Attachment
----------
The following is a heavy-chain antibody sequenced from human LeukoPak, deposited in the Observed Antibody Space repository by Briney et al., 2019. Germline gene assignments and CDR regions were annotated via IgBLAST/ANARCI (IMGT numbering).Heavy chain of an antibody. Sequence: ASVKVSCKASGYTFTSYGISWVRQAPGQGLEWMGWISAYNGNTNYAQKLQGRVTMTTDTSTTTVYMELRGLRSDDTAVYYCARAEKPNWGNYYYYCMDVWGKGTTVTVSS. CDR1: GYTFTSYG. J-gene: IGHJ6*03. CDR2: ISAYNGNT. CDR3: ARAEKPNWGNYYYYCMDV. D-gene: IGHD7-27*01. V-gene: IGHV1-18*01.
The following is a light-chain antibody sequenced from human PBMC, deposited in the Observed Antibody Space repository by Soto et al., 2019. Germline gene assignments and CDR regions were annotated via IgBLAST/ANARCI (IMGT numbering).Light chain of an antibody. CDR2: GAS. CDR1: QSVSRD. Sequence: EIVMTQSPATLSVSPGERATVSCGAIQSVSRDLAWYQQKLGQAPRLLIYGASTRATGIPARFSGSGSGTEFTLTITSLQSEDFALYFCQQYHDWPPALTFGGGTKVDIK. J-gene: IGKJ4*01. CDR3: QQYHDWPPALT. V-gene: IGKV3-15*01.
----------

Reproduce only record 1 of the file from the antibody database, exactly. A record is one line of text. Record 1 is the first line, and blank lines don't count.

The following is a heavy-chain antibody sequenced from human LeukoPak, deposited in the Observed Antibody Space repository by Briney et al., 2019. Germline gene assignments and CDR regions were annotated via IgBLAST/ANARCI (IMGT numbering).Heavy chain of an antibody. Sequence: ASVKVSCKASGYTFTSYGISWVRQAPGQGLEWMGWISAYNGNTNYAQKLQGRVTMTTDTSTTTVYMELRGLRSDDTAVYYCARAEKPNWGNYYYYCMDVWGKGTTVTVSS. CDR1: GYTFTSYG. J-gene: IGHJ6*03. CDR2: ISAYNGNT. CDR3: ARAEKPNWGNYYYYCMDV. D-gene: IGHD7-27*01. V-gene: IGHV1-18*01.